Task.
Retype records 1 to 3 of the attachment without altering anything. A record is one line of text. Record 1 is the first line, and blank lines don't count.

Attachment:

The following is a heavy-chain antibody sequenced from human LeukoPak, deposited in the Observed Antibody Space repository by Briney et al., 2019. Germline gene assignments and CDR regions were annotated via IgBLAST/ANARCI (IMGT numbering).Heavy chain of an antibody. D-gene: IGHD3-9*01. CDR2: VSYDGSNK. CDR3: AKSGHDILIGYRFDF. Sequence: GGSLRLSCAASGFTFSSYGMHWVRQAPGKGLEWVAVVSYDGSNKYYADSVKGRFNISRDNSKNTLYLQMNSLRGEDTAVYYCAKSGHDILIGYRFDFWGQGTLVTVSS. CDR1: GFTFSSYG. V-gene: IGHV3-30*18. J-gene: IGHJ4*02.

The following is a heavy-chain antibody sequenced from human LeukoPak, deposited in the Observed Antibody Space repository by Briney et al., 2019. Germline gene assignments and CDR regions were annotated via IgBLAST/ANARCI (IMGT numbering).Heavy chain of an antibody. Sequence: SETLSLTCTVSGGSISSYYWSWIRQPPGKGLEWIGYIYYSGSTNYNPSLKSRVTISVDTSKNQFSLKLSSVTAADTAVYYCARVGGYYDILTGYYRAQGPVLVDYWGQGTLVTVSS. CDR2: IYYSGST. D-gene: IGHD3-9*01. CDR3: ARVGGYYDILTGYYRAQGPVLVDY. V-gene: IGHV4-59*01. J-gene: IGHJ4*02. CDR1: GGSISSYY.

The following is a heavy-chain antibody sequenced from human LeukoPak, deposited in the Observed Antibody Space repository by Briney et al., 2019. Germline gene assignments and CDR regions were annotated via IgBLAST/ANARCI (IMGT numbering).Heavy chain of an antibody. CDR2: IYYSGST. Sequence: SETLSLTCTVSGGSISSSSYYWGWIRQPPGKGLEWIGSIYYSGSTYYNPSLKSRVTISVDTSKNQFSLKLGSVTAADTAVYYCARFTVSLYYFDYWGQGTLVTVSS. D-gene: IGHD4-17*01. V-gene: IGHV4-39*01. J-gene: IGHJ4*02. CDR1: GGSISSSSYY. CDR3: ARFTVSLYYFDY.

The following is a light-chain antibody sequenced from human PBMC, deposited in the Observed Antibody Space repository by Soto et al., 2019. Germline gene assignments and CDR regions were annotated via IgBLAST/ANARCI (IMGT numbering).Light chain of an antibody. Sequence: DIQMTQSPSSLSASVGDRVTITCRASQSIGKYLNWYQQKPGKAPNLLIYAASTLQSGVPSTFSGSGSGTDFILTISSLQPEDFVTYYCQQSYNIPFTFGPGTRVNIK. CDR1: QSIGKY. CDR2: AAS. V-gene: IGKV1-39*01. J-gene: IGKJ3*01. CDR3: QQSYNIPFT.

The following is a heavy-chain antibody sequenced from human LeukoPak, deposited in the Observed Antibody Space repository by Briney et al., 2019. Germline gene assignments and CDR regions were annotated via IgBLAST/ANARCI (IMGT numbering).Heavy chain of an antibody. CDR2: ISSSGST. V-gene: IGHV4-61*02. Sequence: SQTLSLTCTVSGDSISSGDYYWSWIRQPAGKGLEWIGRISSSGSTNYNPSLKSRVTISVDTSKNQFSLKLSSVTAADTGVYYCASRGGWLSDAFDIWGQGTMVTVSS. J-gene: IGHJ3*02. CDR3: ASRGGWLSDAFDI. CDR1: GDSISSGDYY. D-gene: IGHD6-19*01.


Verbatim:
The following is a heavy-chain antibody sequenced from human LeukoPak, deposited in the Observed Antibody Space repository by Briney et al., 2019. Germline gene assignments and CDR regions were annotated via IgBLAST/ANARCI (IMGT numbering).Heavy chain of an antibody. D-gene: IGHD3-9*01. CDR2: VSYDGSNK. CDR3: AKSGHDILIGYRFDF. Sequence: GGSLRLSCAASGFTFSSYGMHWVRQAPGKGLEWVAVVSYDGSNKYYADSVKGRFNISRDNSKNTLYLQMNSLRGEDTAVYYCAKSGHDILIGYRFDFWGQGTLVTVSS. CDR1: GFTFSSYG. V-gene: IGHV3-30*18. J-gene: IGHJ4*02.

The following is a heavy-chain antibody sequenced from human LeukoPak, deposited in the Observed Antibody Space repository by Briney et al., 2019. Germline gene assignments and CDR regions were annotated via IgBLAST/ANARCI (IMGT numbering).Heavy chain of an antibody. Sequence: SETLSLTCTVSGGSISSYYWSWIRQPPGKGLEWIGYIYYSGSTNYNPSLKSRVTISVDTSKNQFSLKLSSVTAADTAVYYCARVGGYYDILTGYYRAQGPVLVDYWGQGTLVTVSS. CDR2: IYYSGST. D-gene: IGHD3-9*01. CDR3: ARVGGYYDILTGYYRAQGPVLVDY. V-gene: IGHV4-59*01. J-gene: IGHJ4*02. CDR1: GGSISSYY.

The following is a heavy-chain antibody sequenced from human LeukoPak, deposited in the Observed Antibody Space repository by Briney et al., 2019. Germline gene assignments and CDR regions were annotated via IgBLAST/ANARCI (IMGT numbering).Heavy chain of an antibody. CDR2: IYYSGST. Sequence: SETLSLTCTVSGGSISSSSYYWGWIRQPPGKGLEWIGSIYYSGSTYYNPSLKSRVTISVDTSKNQFSLKLGSVTAADTAVYYCARFTVSLYYFDYWGQGTLVTVSS. D-gene: IGHD4-17*01. V-gene: IGHV4-39*01. J-gene: IGHJ4*02. CDR1: GGSISSSSYY. CDR3: ARFTVSLYYFDY.